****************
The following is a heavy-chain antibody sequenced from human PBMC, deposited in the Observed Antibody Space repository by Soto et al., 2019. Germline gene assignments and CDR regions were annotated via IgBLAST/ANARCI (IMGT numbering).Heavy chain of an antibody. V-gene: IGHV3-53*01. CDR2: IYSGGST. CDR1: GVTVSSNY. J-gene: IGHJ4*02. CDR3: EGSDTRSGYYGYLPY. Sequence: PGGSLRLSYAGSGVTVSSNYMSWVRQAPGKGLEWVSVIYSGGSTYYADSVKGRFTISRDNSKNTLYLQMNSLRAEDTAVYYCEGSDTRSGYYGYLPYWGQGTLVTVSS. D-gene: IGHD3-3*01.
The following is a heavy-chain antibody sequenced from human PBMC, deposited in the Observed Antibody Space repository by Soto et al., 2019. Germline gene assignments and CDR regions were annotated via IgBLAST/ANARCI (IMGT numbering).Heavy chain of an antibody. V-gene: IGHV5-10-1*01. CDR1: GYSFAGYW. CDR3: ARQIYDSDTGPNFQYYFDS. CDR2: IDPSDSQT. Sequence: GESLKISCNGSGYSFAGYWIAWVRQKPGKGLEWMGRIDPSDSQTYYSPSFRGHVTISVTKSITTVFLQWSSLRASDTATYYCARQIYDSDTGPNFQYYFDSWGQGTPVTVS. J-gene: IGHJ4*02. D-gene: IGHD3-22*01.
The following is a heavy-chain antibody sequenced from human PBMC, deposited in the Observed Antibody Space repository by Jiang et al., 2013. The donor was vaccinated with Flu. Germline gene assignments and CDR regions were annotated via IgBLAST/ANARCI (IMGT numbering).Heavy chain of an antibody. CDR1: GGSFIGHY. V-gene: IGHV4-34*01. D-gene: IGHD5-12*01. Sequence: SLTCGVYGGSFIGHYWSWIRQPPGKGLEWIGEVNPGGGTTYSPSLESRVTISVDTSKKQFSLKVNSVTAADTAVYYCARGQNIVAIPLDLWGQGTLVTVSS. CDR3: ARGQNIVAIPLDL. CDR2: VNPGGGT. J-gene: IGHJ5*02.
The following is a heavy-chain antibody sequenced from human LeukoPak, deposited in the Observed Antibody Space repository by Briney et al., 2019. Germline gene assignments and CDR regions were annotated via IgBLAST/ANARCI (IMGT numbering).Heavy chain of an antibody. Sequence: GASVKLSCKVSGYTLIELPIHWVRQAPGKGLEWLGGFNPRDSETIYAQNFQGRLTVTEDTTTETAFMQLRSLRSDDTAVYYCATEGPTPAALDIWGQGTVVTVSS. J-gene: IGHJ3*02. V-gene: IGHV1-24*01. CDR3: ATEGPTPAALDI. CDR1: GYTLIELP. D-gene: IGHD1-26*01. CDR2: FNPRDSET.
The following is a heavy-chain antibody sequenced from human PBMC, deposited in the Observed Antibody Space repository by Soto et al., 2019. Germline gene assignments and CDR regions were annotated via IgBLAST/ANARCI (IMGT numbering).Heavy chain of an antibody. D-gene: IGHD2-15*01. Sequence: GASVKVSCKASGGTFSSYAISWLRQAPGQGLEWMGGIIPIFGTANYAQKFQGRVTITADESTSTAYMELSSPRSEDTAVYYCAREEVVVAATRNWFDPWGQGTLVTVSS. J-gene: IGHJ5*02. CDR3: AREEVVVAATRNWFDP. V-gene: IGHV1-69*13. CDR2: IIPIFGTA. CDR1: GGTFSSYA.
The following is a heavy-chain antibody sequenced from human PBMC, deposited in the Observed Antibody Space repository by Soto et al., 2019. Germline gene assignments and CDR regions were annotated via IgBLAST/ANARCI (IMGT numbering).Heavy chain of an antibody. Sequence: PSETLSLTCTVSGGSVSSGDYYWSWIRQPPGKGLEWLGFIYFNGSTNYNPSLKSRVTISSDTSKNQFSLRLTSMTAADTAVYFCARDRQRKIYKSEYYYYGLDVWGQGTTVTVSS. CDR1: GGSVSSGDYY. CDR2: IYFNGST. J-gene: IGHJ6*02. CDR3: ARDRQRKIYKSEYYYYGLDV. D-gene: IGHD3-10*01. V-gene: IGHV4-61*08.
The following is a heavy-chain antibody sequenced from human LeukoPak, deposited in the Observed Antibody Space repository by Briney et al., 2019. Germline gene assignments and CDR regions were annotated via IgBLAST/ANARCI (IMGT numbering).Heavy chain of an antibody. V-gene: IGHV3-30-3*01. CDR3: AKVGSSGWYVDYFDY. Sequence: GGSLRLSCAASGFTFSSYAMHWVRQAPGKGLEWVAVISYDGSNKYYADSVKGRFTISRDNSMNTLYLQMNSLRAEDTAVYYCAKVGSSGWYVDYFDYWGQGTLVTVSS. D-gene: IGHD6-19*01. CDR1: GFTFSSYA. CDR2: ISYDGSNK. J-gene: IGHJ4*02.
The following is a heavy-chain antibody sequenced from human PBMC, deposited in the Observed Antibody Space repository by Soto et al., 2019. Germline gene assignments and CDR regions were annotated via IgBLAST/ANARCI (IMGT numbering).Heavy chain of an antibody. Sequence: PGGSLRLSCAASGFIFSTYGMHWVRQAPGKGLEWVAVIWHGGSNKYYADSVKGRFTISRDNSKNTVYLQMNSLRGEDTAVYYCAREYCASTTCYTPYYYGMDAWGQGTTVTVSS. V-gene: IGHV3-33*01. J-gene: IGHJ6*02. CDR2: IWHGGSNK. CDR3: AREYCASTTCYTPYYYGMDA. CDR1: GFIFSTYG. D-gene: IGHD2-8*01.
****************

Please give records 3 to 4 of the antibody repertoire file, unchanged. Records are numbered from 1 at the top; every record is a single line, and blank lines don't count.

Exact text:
The following is a heavy-chain antibody sequenced from human PBMC, deposited in the Observed Antibody Space repository by Jiang et al., 2013. The donor was vaccinated with Flu. Germline gene assignments and CDR regions were annotated via IgBLAST/ANARCI (IMGT numbering).Heavy chain of an antibody. CDR1: GGSFIGHY. V-gene: IGHV4-34*01. D-gene: IGHD5-12*01. Sequence: SLTCGVYGGSFIGHYWSWIRQPPGKGLEWIGEVNPGGGTTYSPSLESRVTISVDTSKKQFSLKVNSVTAADTAVYYCARGQNIVAIPLDLWGQGTLVTVSS. CDR3: ARGQNIVAIPLDL. CDR2: VNPGGGT. J-gene: IGHJ5*02.
The following is a heavy-chain antibody sequenced from human LeukoPak, deposited in the Observed Antibody Space repository by Briney et al., 2019. Germline gene assignments and CDR regions were annotated via IgBLAST/ANARCI (IMGT numbering).Heavy chain of an antibody. Sequence: GASVKLSCKVSGYTLIELPIHWVRQAPGKGLEWLGGFNPRDSETIYAQNFQGRLTVTEDTTTETAFMQLRSLRSDDTAVYYCATEGPTPAALDIWGQGTVVTVSS. J-gene: IGHJ3*02. V-gene: IGHV1-24*01. CDR3: ATEGPTPAALDI. CDR1: GYTLIELP. D-gene: IGHD1-26*01. CDR2: FNPRDSET.